Shift focus from restraining orders to more substantive victim empowerment initiatives.
Local governments tend to rely heavily on restraining orders to protect victims of domestic violence who are trying to escape their abusers. Restraining orders are appealing, because they often give the victim a shot of confidence. Unfortunately, as a deterrent for the abuser, they leave much to be desired. While there’s wildly divergent research on the topic, some research shows that they don’t “take” for months after they’re issued. A man who risks being thrown in jail for beating his partner is often, unsurprisingly, not deterred by further threats of going to jail if he beats his partner.
There are many actions beyond restraining orders that can help a victim feel in control of her life. For instance, many victims are financially controlled by their abusers and need help taking on their own financial responsibilities. Economic empowerment projects that teach job skills, help women through the job application process, and teach them how to manage finances can help. Legal aid that helps victims through the harrowing processes of pressing charges, suing for divorce and custody, and obtaining child support can often do more to help women achieve separation than a restraining order.
Dedicated law enforcement for domestic and sexual violence.
One of VAWA's major initiatives was helping law enforcement develop special offices to handle these crimes, with the understanding that they require special skills and experience to prosecute effectively. As helpful as federal assistance is, however, no one is stopping local police forces from starting their own sex and domestic crimes units for themselves. This doesn’t necessarily mean making new hires so much as rearranging departments to streamline investigation and prosecution.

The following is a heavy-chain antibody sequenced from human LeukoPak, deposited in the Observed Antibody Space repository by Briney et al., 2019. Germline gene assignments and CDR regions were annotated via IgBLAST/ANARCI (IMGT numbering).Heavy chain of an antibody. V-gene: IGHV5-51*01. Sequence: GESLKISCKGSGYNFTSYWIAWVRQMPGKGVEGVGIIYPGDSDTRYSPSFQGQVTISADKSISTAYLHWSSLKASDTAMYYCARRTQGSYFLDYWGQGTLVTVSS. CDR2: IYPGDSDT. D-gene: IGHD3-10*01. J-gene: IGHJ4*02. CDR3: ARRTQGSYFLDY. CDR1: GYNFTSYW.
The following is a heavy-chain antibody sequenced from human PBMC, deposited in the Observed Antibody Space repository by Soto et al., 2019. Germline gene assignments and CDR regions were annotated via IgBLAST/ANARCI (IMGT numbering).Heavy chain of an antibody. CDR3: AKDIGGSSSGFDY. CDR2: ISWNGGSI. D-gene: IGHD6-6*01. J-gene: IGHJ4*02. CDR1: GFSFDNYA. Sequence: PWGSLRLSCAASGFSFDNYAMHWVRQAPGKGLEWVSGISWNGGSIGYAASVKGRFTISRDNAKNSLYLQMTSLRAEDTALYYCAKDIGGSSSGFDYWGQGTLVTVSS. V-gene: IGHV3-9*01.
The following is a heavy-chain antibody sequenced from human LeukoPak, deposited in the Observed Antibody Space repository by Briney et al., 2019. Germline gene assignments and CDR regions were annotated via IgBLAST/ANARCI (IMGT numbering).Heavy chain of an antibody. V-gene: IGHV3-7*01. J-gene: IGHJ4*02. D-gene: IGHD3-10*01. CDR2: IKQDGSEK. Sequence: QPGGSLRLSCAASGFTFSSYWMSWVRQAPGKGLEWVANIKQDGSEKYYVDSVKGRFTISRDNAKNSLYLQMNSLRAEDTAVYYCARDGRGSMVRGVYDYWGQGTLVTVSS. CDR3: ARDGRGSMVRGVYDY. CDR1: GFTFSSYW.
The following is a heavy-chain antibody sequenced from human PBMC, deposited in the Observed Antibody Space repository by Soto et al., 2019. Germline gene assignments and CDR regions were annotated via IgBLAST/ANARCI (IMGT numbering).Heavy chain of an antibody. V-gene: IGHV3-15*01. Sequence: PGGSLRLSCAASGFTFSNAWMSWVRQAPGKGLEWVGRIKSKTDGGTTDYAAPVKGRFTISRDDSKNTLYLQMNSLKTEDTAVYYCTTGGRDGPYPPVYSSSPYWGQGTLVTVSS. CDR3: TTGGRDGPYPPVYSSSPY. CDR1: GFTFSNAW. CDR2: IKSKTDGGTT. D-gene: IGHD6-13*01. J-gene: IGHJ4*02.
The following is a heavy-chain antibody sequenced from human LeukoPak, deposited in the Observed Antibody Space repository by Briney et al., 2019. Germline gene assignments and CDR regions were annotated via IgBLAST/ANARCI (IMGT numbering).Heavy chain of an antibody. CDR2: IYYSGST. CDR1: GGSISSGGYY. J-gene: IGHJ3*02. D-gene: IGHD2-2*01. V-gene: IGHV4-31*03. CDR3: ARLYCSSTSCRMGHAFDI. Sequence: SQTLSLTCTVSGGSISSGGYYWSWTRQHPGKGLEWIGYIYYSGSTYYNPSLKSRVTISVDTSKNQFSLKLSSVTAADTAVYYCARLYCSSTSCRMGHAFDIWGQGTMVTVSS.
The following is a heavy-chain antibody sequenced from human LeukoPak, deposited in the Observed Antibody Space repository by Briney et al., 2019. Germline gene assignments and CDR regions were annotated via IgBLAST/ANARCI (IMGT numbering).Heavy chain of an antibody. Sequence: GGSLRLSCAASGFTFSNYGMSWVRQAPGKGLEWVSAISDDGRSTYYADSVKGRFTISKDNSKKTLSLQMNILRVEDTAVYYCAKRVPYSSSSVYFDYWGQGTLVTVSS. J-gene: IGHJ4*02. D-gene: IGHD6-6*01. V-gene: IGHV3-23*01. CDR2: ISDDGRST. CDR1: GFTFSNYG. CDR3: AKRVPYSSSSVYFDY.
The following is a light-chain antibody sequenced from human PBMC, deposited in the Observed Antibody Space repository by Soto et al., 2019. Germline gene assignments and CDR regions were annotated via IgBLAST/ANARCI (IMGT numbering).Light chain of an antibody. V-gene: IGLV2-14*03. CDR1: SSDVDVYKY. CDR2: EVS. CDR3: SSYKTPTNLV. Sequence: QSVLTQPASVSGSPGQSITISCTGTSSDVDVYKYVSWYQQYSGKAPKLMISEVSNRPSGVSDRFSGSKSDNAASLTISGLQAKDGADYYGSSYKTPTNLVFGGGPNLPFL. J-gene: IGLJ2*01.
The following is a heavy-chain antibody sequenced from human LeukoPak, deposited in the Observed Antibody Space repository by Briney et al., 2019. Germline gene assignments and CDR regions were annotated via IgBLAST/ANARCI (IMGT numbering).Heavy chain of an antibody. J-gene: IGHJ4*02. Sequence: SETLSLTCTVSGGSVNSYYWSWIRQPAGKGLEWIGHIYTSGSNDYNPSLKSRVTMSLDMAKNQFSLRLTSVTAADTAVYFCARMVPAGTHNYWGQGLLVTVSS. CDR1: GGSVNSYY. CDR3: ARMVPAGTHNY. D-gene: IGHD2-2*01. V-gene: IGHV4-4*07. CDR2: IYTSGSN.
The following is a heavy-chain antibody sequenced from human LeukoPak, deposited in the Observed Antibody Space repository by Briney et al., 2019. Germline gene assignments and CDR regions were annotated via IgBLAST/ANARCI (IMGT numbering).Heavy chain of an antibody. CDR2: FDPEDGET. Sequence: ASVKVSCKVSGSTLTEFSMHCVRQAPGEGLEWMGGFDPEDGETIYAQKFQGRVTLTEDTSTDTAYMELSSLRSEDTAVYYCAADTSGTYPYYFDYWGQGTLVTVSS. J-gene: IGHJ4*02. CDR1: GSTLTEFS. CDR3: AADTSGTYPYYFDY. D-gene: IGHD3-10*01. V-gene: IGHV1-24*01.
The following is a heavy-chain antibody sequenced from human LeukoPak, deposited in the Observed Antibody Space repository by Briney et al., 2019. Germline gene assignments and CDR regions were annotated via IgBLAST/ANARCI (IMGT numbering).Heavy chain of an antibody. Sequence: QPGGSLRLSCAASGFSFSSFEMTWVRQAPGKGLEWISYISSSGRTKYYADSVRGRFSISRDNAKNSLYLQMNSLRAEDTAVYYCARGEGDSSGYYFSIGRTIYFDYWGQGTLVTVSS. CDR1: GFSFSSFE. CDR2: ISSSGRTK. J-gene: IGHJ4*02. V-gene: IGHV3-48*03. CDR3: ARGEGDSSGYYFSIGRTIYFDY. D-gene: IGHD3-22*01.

Passing rape shield laws and other laws that limit the suffering of women who press rape charges.
Women often don’t press charges for rape for fear of having their names and reputations dragged through the mud by defense attorneys exploiting rape myths in order to get their clients off the hook. While most states have laws that keep defense attorneys from using a victim’s prior sexual history to discredit her testimony, but many states could stand to have these laws strengthened. For instance, some rape shield laws have exceptions for defendants who claim they thought a victim’s sexual history with other men constituted consent. Some states grant judges wide discretion in creating exceptions to rape shield laws. These loopholes can be closed quite easily.
Make no mistake; the end of VAWA is a national tragedy that will almost surely lead to resurgence of rape and domestic violence. Still, state and local governments do have power to soften the blow, by taking a hard look at their own approaches and making easy but effective improvements to the pre-VAWA status quo.